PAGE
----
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ISU: Storms may have cut corn yields substantially

By Staff | Jul 29, 2011

Ryan Risdal, manager of Centrol of Iowa, in Nevada, a division of Key Cooperative, displays a damaged corn plant from high winds earlier this month. He estimated that a combination of the winds, coupled with the recent high temperatures, could cut the area’s corn yield from 5 to 30 percent.


For Farm News

MARSHALLTOWN – Preliminary estimates are that corn harvest yields from the July 11 windstorm may be reduced anywhere from 5 to 30 percent in affected fields, representatives from Iowa State University said last week.

However, even with the strong winds that buffeted the corn, all is not a total loss, said Mark Licht, an ISU field agronomist.

“A lot of the upper parts of the plants have uprighted,” he said.

That should help during pollination, which Licht said experts at the university are anticipating in many fields, despite the damage done. However, that pollination and ear production will depend on one main factor: whether the corn was simply bent, or lodged, or whether there was green snap, or breakage of the tissue that supports the plant.

Of course, the winds last week are now only part of the problem. The corn is now also experiencing a great deal of heat stress, Licht said.

If temperatures stay higher than 93 degrees for four straight days, that could lead to yield loss of 1 percent. If they stay that hot for six days, yield loss could be as high as 4 percent.

“Above six days, we really have no clue,” he said. “We are going to have a least six days, maybe 10 days, where temperatures are that high.”

In addition to the daytime temperatures, even temperatures overnight can cause some problems.

“Pollination is a concern but I’m concerned about higher overnight temperatures that don’t give the plants the chance to shut down and get ready for the next day,” said Ryan Risdal, manager of Centrol of Iowa in Nevada, a division of Key Cooperative.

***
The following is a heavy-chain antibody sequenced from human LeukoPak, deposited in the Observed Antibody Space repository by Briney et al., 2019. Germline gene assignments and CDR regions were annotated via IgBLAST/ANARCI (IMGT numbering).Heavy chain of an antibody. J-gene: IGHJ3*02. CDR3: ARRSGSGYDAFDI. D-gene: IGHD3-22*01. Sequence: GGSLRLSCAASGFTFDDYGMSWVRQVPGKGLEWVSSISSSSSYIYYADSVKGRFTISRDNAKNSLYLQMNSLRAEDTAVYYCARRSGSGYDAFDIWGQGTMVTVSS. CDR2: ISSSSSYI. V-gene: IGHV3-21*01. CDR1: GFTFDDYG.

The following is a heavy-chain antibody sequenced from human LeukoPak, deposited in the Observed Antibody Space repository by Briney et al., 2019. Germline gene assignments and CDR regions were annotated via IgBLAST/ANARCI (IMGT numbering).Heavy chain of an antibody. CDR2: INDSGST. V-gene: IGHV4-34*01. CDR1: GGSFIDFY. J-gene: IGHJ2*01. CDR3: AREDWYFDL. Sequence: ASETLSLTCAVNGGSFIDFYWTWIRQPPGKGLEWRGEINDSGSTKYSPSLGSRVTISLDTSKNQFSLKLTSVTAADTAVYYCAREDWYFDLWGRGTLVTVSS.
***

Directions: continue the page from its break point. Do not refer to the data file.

Temperatures and the stress the corn is already under also plays a role with a variety of pathogens as well.

Alison Robertson, a plant pathologist at Iowa State University, said that while the warmer temperatures will keep some of the most common diseases in the state down, gray leaf spot is a concern.

“Gray leaf spot likes warmer temperatures,” she said.

That disease has the ability to totally wipe out a crop, if left untreated. Robertson said farmers should monitor their fields and take action if gray leaf spot is found. A fungicide is often used to control outbreaks.

With the corn being damaged, Robertson said stalk rot is also a concern. Farmers need to monitor and do field tests for stalk rot.

“If there is more than 10 to 15 percent of the corn having stalk rot in the fields, you must schedule that corn for an early harvest,” she said.

None of the farmers at the meeting were particularly concerned about the ability to find storage after the harvest. Mid-Iowa Coop had a representative at the meeting who said farmers who used elevators in locations such as Green Mountain and Garwin would soon be receiving information about an upcoming meeting to discuss the coop’s plan for the fall.

Contact Ken Black at kblack@timesrepublican.com.

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